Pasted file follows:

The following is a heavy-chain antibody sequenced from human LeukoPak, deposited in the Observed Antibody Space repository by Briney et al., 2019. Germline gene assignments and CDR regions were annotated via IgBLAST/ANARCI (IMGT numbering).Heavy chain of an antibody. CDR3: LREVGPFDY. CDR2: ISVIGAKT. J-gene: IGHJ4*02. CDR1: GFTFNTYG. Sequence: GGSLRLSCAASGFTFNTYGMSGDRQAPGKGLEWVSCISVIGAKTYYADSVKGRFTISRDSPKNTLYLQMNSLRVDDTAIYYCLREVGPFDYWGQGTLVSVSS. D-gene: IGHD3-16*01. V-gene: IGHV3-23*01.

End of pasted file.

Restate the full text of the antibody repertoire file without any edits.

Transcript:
The following is a heavy-chain antibody sequenced from human LeukoPak, deposited in the Observed Antibody Space repository by Briney et al., 2019. Germline gene assignments and CDR regions were annotated via IgBLAST/ANARCI (IMGT numbering).Heavy chain of an antibody. CDR3: LREVGPFDY. CDR2: ISVIGAKT. J-gene: IGHJ4*02. CDR1: GFTFNTYG. Sequence: GGSLRLSCAASGFTFNTYGMSGDRQAPGKGLEWVSCISVIGAKTYYADSVKGRFTISRDSPKNTLYLQMNSLRVDDTAIYYCLREVGPFDYWGQGTLVSVSS. D-gene: IGHD3-16*01. V-gene: IGHV3-23*01.